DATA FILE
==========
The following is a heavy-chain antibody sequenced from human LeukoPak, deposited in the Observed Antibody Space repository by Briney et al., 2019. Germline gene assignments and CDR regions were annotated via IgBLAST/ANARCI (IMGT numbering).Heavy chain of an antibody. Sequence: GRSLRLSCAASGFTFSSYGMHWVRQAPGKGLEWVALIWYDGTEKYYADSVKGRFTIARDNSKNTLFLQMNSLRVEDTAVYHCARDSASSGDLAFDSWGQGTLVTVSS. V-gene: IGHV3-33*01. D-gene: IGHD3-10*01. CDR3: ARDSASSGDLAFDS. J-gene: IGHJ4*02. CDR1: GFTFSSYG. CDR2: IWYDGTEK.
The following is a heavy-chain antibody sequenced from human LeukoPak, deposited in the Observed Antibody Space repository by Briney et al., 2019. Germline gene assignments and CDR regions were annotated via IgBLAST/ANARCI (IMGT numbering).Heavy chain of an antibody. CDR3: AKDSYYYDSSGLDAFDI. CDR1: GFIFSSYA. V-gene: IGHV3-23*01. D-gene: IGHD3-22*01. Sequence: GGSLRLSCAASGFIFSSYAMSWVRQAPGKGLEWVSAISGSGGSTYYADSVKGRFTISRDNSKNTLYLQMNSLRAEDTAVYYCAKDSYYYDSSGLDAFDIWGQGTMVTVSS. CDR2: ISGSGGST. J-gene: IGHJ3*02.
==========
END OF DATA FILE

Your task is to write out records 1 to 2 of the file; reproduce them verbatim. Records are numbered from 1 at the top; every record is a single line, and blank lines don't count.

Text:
The following is a heavy-chain antibody sequenced from human LeukoPak, deposited in the Observed Antibody Space repository by Briney et al., 2019. Germline gene assignments and CDR regions were annotated via IgBLAST/ANARCI (IMGT numbering).Heavy chain of an antibody. Sequence: GRSLRLSCAASGFTFSSYGMHWVRQAPGKGLEWVALIWYDGTEKYYADSVKGRFTIARDNSKNTLFLQMNSLRVEDTAVYHCARDSASSGDLAFDSWGQGTLVTVSS. V-gene: IGHV3-33*01. D-gene: IGHD3-10*01. CDR3: ARDSASSGDLAFDS. J-gene: IGHJ4*02. CDR1: GFTFSSYG. CDR2: IWYDGTEK.
The following is a heavy-chain antibody sequenced from human LeukoPak, deposited in the Observed Antibody Space repository by Briney et al., 2019. Germline gene assignments and CDR regions were annotated via IgBLAST/ANARCI (IMGT numbering).Heavy chain of an antibody. CDR3: AKDSYYYDSSGLDAFDI. CDR1: GFIFSSYA. V-gene: IGHV3-23*01. D-gene: IGHD3-22*01. Sequence: GGSLRLSCAASGFIFSSYAMSWVRQAPGKGLEWVSAISGSGGSTYYADSVKGRFTISRDNSKNTLYLQMNSLRAEDTAVYYCAKDSYYYDSSGLDAFDIWGQGTMVTVSS. CDR2: ISGSGGST. J-gene: IGHJ3*02.